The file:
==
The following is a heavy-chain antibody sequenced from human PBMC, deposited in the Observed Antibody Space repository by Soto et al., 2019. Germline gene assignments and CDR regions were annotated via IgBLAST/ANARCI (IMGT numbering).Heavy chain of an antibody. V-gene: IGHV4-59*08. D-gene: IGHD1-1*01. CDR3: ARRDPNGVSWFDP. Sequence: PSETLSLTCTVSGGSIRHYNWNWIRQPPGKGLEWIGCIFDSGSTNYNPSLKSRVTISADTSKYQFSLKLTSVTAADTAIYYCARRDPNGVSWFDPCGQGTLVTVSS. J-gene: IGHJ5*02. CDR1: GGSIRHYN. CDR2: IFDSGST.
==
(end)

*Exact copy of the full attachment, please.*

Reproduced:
The following is a heavy-chain antibody sequenced from human PBMC, deposited in the Observed Antibody Space repository by Soto et al., 2019. Germline gene assignments and CDR regions were annotated via IgBLAST/ANARCI (IMGT numbering).Heavy chain of an antibody. V-gene: IGHV4-59*08. D-gene: IGHD1-1*01. CDR3: ARRDPNGVSWFDP. Sequence: PSETLSLTCTVSGGSIRHYNWNWIRQPPGKGLEWIGCIFDSGSTNYNPSLKSRVTISADTSKYQFSLKLTSVTAADTAIYYCARRDPNGVSWFDPCGQGTLVTVSS. J-gene: IGHJ5*02. CDR1: GGSIRHYN. CDR2: IFDSGST.